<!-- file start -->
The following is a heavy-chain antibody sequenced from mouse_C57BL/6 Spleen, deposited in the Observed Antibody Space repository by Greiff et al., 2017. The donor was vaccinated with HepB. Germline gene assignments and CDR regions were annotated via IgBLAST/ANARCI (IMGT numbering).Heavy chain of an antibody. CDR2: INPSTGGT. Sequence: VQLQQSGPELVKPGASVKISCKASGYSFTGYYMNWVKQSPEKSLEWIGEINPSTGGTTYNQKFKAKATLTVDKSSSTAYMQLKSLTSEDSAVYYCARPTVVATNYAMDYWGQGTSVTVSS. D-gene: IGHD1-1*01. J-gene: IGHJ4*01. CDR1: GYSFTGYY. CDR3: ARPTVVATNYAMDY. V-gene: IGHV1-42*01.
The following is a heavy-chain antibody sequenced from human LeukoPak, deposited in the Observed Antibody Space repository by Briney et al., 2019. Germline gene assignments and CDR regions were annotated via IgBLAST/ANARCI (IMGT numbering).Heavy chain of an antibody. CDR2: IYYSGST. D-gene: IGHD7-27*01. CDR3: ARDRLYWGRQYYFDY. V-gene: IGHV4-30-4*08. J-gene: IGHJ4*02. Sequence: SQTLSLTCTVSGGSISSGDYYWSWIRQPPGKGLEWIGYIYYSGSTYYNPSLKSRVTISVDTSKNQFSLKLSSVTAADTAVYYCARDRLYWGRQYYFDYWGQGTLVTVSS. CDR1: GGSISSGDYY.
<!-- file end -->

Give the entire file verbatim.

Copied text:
The following is a heavy-chain antibody sequenced from mouse_C57BL/6 Spleen, deposited in the Observed Antibody Space repository by Greiff et al., 2017. The donor was vaccinated with HepB. Germline gene assignments and CDR regions were annotated via IgBLAST/ANARCI (IMGT numbering).Heavy chain of an antibody. CDR2: INPSTGGT. Sequence: VQLQQSGPELVKPGASVKISCKASGYSFTGYYMNWVKQSPEKSLEWIGEINPSTGGTTYNQKFKAKATLTVDKSSSTAYMQLKSLTSEDSAVYYCARPTVVATNYAMDYWGQGTSVTVSS. D-gene: IGHD1-1*01. J-gene: IGHJ4*01. CDR1: GYSFTGYY. CDR3: ARPTVVATNYAMDY. V-gene: IGHV1-42*01.
The following is a heavy-chain antibody sequenced from human LeukoPak, deposited in the Observed Antibody Space repository by Briney et al., 2019. Germline gene assignments and CDR regions were annotated via IgBLAST/ANARCI (IMGT numbering).Heavy chain of an antibody. CDR2: IYYSGST. D-gene: IGHD7-27*01. CDR3: ARDRLYWGRQYYFDY. V-gene: IGHV4-30-4*08. J-gene: IGHJ4*02. Sequence: SQTLSLTCTVSGGSISSGDYYWSWIRQPPGKGLEWIGYIYYSGSTYYNPSLKSRVTISVDTSKNQFSLKLSSVTAADTAVYYCARDRLYWGRQYYFDYWGQGTLVTVSS. CDR1: GGSISSGDYY.